Arachidonyl-2-chloroethylamide (ACEA), a highly selective agonist of cannabinoid receptor 1 (CB1R), has been reported to protect neurons in ischemic injury. We sought to investigate whether mitochondrial biogenesis was involved in the therapeutic effect of ACEA in cerebral ischemia. Focal cerebral ischemic injury was induced in adult male Sprague Dawley rats. Intraperitoneal injection of 1 mg/kg ACEA improved neurological behavior, reduced infarct volume, and inhibited apoptosis. The volume and numbers of mitochondria were significantly increased after ACEA administration. Expression of mitochondrial transcription factor A (Tfam), nuclear transcription factor-1 (Nrf-1), and cytochrome C oxidase subunit IV (COX IV) were also significantly up-regulated in animals administered ACEA. One thousand nanomoles of ACEA inhibited mitochondrial dysfunction in primary rat cortical neurons exposed to oxygen-glucose deprivation (OGD). Furthermore, ACEA administration increased phosphorylation of glycogen synthase kinase-3β (GSK-3β) after reperfusion. Phosphorylation of GSK-3β induced mitochondrial biogenesis and preserved mitochondrial function whereas inhibition of phosphatidylinositol 3-kinase (PI3K) dampened phosphorylation of GSK-3β and reversed induction of mitochondrial biogenesis and function following ACEA administration. In conclusion, ACEA could induce mitochondrial biogenesis and improve mitochondrial function at the beginning of cerebral ischemia, thus alleviating cerebral ischemia injury. Phosphorylation of GSK-3β might be involved in the regulation of mitochondrial biogenesis induced by ACEA.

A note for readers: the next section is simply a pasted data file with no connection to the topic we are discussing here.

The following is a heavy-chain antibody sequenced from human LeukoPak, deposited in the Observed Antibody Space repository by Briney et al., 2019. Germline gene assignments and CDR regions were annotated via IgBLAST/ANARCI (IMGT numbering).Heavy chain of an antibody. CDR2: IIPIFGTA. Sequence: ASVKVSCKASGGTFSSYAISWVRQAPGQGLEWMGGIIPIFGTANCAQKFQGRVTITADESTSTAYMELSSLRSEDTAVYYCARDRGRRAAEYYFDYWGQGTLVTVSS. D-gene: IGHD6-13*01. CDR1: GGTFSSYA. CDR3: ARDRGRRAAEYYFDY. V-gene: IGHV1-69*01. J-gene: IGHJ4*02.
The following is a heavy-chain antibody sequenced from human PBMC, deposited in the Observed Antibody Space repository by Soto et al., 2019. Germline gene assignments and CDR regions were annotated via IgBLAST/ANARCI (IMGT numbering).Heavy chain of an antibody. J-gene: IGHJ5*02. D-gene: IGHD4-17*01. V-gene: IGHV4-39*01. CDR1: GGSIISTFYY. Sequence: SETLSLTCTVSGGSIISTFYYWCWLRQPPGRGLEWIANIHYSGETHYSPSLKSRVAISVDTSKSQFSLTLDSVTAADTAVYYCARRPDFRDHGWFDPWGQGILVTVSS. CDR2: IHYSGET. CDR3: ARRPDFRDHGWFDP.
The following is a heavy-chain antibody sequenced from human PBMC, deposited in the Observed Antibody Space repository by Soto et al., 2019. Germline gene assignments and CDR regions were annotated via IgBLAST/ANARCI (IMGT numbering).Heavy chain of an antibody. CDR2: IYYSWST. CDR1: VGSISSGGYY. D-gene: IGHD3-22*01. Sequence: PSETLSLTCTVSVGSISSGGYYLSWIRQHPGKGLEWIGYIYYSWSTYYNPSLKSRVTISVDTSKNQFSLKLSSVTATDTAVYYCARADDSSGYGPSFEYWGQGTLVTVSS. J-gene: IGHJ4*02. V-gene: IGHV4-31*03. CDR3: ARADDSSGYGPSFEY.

Keywords: Arachidonyl-2-chloroethylamide; Cannabinoid receptor 1; Glycogen synthase kinase-3β; Ischemic reperfusion injury; Mitochondrial biogenesis.